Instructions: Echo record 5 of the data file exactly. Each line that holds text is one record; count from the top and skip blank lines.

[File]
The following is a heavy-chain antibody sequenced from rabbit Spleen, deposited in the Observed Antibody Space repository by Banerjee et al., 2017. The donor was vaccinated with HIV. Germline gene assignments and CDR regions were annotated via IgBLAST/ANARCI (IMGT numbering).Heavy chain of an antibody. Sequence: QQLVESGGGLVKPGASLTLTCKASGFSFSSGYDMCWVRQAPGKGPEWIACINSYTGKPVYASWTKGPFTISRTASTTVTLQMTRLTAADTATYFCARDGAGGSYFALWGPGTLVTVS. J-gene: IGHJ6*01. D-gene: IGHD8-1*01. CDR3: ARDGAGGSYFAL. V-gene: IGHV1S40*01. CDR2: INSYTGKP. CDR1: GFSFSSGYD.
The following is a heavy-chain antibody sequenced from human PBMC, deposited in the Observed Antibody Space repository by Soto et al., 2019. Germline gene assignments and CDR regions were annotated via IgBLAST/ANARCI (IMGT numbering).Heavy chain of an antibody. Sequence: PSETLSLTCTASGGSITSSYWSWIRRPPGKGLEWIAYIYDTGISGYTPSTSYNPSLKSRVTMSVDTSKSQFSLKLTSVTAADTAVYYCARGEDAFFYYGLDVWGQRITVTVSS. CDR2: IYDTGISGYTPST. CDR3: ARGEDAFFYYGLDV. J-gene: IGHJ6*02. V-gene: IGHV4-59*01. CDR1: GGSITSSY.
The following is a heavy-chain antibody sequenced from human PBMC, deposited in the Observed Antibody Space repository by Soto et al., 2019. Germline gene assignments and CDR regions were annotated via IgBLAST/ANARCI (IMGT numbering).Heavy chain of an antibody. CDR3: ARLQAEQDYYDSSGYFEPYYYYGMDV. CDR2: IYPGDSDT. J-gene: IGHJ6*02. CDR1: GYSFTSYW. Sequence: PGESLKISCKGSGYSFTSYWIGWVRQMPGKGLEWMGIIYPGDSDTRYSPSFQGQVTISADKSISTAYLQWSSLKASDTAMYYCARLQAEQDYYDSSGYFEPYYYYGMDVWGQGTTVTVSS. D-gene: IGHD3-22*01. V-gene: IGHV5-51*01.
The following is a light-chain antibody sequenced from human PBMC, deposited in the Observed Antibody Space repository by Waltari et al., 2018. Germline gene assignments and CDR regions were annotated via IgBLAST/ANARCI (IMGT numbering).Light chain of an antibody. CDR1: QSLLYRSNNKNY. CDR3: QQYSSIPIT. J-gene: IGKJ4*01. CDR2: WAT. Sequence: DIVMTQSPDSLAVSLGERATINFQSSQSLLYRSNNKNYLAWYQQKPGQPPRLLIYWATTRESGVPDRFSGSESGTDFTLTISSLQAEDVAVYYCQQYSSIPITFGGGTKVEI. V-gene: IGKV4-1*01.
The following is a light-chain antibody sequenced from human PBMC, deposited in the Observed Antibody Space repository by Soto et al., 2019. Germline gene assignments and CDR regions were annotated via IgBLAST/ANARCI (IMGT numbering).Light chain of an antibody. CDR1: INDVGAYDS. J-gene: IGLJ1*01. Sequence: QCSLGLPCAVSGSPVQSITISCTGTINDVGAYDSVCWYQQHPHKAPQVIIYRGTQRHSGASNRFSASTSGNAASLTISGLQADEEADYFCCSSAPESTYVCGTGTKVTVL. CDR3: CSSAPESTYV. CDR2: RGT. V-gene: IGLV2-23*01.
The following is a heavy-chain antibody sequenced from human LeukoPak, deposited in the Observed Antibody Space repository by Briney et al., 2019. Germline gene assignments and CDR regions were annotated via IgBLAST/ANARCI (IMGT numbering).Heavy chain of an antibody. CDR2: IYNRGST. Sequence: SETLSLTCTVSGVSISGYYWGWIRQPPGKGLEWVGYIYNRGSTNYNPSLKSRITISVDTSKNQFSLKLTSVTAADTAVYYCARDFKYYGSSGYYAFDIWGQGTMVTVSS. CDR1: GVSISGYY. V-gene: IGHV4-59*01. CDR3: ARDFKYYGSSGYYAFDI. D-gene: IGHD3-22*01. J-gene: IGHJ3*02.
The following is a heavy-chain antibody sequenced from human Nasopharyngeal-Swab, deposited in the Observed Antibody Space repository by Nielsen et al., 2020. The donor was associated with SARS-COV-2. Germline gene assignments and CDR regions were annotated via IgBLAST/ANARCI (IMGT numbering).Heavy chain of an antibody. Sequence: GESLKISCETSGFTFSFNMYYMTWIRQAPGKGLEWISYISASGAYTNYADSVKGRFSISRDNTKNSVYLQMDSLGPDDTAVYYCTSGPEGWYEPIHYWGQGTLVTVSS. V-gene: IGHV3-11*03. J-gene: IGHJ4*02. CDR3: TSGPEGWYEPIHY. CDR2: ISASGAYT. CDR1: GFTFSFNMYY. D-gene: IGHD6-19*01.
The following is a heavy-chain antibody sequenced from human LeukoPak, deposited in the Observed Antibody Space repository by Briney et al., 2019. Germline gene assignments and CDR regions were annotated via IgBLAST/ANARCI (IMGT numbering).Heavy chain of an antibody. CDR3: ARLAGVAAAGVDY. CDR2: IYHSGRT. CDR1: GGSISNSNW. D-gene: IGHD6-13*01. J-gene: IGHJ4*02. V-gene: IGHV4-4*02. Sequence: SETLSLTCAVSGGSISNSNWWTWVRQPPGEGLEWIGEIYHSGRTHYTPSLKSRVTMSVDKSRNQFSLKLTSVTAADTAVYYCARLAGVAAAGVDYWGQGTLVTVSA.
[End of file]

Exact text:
The following is a light-chain antibody sequenced from human PBMC, deposited in the Observed Antibody Space repository by Soto et al., 2019. Germline gene assignments and CDR regions were annotated via IgBLAST/ANARCI (IMGT numbering).Light chain of an antibody. CDR1: INDVGAYDS. J-gene: IGLJ1*01. Sequence: QCSLGLPCAVSGSPVQSITISCTGTINDVGAYDSVCWYQQHPHKAPQVIIYRGTQRHSGASNRFSASTSGNAASLTISGLQADEEADYFCCSSAPESTYVCGTGTKVTVL. CDR3: CSSAPESTYV. CDR2: RGT. V-gene: IGLV2-23*01.